Blog post by Elliot Lewis on 10/24/09
The 2010 U.S. Census is just around the corner, and the government’s made some changes to the census form in how it’s asking about race. I stumbled upon a sample 2010 questionnaire on the Census Bureau’s website. The differences between this form and the one used in 2000 are subtle and would probably have gone unnoticed had I not lived and breathed this issue in the course of writing Fade. (Scroll down to compare the two.)
In Fade, I make a big deal of the 2000 census for good reason. It was the first time in American history that multiracial people could check multiple racial categories on the census form and have our answers tabulated that way. Prior to 2000, when multiracial people attempted to mark more than one box, say “black” and “white,” or “white” and “Asian,” the Census Bureau would ignore the multiple check-offs and arbitrarily assign those individuals to a single racial group. That all changed in 2000 when the Census Bureau actually began recording the numbers of people who checked more than one category and the various racial combinations that they marked. (See my previous post if you want a further explanation of the numbers.)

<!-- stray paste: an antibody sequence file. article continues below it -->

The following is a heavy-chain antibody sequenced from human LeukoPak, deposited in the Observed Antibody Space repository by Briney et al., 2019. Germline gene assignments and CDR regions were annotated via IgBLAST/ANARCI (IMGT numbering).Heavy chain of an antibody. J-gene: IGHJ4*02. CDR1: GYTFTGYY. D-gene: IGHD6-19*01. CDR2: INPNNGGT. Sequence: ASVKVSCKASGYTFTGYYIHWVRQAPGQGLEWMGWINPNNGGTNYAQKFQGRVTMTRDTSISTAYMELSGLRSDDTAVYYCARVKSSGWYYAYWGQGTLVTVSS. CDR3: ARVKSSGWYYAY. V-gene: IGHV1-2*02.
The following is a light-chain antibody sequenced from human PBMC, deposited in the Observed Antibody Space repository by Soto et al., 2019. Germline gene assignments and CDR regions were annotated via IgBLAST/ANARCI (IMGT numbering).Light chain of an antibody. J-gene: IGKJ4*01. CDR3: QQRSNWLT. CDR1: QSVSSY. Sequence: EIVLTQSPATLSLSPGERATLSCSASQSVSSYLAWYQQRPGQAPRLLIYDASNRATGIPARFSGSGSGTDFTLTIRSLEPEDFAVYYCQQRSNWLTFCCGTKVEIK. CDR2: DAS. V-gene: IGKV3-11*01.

Contrary to popular belief, the census form did NOT ask respondents to “check all that apply.” It drives me nuts when people refer to it that way, because in fact, there was no such language on the questionnaire. Instead, the form asked people to “mark one or more” based on what you “consider” yourself to be.
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